Sunday, July 4, 2010
Friend to Friend Masonic Memorial at Gettysburg
Gettysburg is resplendid with monuments, depicting the units that fought there, heroes of the battle, and notable deeds. The Masonic Memorial depicts a remarkable incident that occurred at the climactic point of Picketts Charge, on the third day and final of the battle. It is a moment that epitomizes several aspects of the War Between the States; the Highwater Mark of the Confederacy, "Friend against Friend, Brother Against Brother", the sadness and irony that hallmarks that terrible conflict. - Sean Linnane
From the monument:
Union General Winfield Scott Hancock and Confederate General Lewis Addison Armistead were personal friends and members of the Masonic Fraternity.
Although they had served and fought side by side in the United States army prior to the Civil War, Armistead refused to raise his sword against his fellow Southerners and joined the Confederate Army in 1861.
Both Hancock and Armistead fought heroically in the previous twenty-seven months of the war. They were destined to meet at Gettysburg.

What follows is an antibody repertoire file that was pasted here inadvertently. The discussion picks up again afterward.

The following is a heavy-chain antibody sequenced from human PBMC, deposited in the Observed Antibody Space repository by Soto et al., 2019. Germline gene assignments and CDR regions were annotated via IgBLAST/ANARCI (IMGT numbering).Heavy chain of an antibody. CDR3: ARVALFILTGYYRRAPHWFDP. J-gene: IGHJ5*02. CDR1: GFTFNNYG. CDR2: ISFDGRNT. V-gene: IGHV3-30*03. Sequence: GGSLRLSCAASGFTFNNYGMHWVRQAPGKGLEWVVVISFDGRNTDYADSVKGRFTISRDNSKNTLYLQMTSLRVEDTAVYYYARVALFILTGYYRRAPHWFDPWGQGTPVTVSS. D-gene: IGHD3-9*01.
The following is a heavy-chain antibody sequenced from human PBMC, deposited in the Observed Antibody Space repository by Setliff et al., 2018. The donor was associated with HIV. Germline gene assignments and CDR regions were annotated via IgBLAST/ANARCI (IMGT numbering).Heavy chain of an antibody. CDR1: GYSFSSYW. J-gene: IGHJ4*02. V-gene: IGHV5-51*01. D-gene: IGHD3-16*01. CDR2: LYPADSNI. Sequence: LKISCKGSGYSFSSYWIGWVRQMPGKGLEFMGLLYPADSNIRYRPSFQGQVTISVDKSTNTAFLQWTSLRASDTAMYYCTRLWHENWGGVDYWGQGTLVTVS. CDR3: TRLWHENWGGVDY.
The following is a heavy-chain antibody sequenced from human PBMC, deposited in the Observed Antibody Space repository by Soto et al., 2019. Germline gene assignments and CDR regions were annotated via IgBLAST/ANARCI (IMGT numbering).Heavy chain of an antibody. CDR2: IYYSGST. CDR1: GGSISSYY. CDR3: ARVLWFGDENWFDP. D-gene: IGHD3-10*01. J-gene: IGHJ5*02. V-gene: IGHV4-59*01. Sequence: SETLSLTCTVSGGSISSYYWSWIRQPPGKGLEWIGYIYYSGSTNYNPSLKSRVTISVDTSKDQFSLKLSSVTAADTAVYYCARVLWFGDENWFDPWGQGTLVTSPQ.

During Pickett's Charge, Armistead led his men gallantly, penetrating Hancock's line. Ironically, when Armistead was mortally wounded, Hancock was also wounded.
Depicted in this sculpture is Union Captain Henry Bingham, a Mason and staff assistant to General Hancock, himself wounded, rendering aid to the fallen Confederate General. Armistead is shown handing his watch and personal effects to be taken to his friend, Union General Hancock.
Hancock survived the war and died in 1886. Armistead died at Gettysburg July 5, 1863. Captain Bingham attained the rank of General and later served 32 years in the United States House of Representatives. He was known as the "Father of the House."